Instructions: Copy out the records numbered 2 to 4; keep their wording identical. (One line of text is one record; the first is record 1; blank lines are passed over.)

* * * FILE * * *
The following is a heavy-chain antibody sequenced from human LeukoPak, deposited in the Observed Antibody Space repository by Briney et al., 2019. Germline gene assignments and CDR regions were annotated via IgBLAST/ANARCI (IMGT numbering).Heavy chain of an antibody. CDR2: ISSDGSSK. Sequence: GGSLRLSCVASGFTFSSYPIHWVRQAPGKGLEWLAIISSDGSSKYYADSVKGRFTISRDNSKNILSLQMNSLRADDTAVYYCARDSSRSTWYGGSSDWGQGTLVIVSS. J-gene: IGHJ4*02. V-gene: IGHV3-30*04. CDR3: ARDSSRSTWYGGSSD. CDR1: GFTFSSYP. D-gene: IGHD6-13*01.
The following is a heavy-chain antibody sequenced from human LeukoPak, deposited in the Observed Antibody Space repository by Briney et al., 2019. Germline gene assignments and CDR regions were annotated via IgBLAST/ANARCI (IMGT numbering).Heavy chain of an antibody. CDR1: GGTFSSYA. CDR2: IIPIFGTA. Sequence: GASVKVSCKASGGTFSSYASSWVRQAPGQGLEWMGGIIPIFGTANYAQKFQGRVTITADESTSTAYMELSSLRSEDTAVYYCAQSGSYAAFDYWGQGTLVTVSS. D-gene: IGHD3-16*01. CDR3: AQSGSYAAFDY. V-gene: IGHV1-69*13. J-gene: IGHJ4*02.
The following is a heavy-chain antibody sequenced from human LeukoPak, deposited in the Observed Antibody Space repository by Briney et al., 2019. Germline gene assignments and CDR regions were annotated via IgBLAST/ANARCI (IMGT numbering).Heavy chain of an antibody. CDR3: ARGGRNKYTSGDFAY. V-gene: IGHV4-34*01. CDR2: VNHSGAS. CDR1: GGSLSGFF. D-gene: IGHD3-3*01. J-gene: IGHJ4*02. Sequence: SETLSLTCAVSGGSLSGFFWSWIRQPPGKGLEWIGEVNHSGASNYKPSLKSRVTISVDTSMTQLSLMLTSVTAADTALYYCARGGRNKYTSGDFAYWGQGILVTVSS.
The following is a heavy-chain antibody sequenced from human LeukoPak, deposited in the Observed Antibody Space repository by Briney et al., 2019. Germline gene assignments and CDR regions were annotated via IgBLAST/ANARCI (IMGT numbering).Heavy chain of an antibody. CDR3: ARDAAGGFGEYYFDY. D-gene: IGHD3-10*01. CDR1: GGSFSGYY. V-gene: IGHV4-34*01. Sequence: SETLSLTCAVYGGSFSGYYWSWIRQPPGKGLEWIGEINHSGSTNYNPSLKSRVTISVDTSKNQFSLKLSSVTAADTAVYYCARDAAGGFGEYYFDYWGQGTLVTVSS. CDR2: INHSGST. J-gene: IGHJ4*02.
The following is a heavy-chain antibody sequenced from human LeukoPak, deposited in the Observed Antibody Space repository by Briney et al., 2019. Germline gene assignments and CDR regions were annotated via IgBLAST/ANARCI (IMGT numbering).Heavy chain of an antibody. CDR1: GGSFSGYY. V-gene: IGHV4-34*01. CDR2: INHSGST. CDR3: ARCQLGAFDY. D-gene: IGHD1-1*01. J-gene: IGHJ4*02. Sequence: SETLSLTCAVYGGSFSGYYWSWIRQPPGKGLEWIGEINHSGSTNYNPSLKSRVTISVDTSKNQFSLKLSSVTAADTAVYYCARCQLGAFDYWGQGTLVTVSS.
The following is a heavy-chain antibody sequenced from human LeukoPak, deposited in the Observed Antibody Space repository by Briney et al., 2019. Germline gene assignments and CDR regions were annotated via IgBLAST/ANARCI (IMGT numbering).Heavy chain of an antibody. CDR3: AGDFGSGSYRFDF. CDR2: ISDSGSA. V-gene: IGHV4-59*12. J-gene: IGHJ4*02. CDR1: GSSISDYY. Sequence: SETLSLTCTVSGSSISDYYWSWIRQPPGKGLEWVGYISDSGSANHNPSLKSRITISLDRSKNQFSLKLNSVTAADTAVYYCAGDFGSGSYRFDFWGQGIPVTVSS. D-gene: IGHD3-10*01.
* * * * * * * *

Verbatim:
The following is a heavy-chain antibody sequenced from human LeukoPak, deposited in the Observed Antibody Space repository by Briney et al., 2019. Germline gene assignments and CDR regions were annotated via IgBLAST/ANARCI (IMGT numbering).Heavy chain of an antibody. CDR1: GGTFSSYA. CDR2: IIPIFGTA. Sequence: GASVKVSCKASGGTFSSYASSWVRQAPGQGLEWMGGIIPIFGTANYAQKFQGRVTITADESTSTAYMELSSLRSEDTAVYYCAQSGSYAAFDYWGQGTLVTVSS. D-gene: IGHD3-16*01. CDR3: AQSGSYAAFDY. V-gene: IGHV1-69*13. J-gene: IGHJ4*02.
The following is a heavy-chain antibody sequenced from human LeukoPak, deposited in the Observed Antibody Space repository by Briney et al., 2019. Germline gene assignments and CDR regions were annotated via IgBLAST/ANARCI (IMGT numbering).Heavy chain of an antibody. CDR3: ARGGRNKYTSGDFAY. V-gene: IGHV4-34*01. CDR2: VNHSGAS. CDR1: GGSLSGFF. D-gene: IGHD3-3*01. J-gene: IGHJ4*02. Sequence: SETLSLTCAVSGGSLSGFFWSWIRQPPGKGLEWIGEVNHSGASNYKPSLKSRVTISVDTSMTQLSLMLTSVTAADTALYYCARGGRNKYTSGDFAYWGQGILVTVSS.
The following is a heavy-chain antibody sequenced from human LeukoPak, deposited in the Observed Antibody Space repository by Briney et al., 2019. Germline gene assignments and CDR regions were annotated via IgBLAST/ANARCI (IMGT numbering).Heavy chain of an antibody. CDR3: ARDAAGGFGEYYFDY. D-gene: IGHD3-10*01. CDR1: GGSFSGYY. V-gene: IGHV4-34*01. Sequence: SETLSLTCAVYGGSFSGYYWSWIRQPPGKGLEWIGEINHSGSTNYNPSLKSRVTISVDTSKNQFSLKLSSVTAADTAVYYCARDAAGGFGEYYFDYWGQGTLVTVSS. CDR2: INHSGST. J-gene: IGHJ4*02.